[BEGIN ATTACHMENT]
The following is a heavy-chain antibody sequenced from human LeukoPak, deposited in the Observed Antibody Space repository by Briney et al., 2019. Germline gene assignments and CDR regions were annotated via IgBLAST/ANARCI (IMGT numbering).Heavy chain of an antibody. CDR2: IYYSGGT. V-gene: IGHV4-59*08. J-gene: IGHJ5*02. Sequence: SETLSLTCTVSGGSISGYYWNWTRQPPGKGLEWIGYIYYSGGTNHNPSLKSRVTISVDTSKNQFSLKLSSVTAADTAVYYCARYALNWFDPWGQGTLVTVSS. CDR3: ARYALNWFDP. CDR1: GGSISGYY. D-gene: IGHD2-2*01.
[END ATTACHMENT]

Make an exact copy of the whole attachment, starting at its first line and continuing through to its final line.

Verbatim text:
The following is a heavy-chain antibody sequenced from human LeukoPak, deposited in the Observed Antibody Space repository by Briney et al., 2019. Germline gene assignments and CDR regions were annotated via IgBLAST/ANARCI (IMGT numbering).Heavy chain of an antibody. CDR2: IYYSGGT. V-gene: IGHV4-59*08. J-gene: IGHJ5*02. Sequence: SETLSLTCTVSGGSISGYYWNWTRQPPGKGLEWIGYIYYSGGTNHNPSLKSRVTISVDTSKNQFSLKLSSVTAADTAVYYCARYALNWFDPWGQGTLVTVSS. CDR3: ARYALNWFDP. CDR1: GGSISGYY. D-gene: IGHD2-2*01.